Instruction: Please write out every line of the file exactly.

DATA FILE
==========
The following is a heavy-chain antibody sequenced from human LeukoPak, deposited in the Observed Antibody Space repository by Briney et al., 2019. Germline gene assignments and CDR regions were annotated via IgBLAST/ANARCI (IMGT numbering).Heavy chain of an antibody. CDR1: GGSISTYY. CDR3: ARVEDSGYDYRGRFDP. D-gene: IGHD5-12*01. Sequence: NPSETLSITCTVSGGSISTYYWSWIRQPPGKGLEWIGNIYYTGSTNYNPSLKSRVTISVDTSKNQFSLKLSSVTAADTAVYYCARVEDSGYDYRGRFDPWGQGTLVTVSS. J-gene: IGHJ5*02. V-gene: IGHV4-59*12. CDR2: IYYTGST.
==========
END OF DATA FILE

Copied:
The following is a heavy-chain antibody sequenced from human LeukoPak, deposited in the Observed Antibody Space repository by Briney et al., 2019. Germline gene assignments and CDR regions were annotated via IgBLAST/ANARCI (IMGT numbering).Heavy chain of an antibody. CDR1: GGSISTYY. CDR3: ARVEDSGYDYRGRFDP. D-gene: IGHD5-12*01. Sequence: NPSETLSITCTVSGGSISTYYWSWIRQPPGKGLEWIGNIYYTGSTNYNPSLKSRVTISVDTSKNQFSLKLSSVTAADTAVYYCARVEDSGYDYRGRFDPWGQGTLVTVSS. J-gene: IGHJ5*02. V-gene: IGHV4-59*12. CDR2: IYYTGST.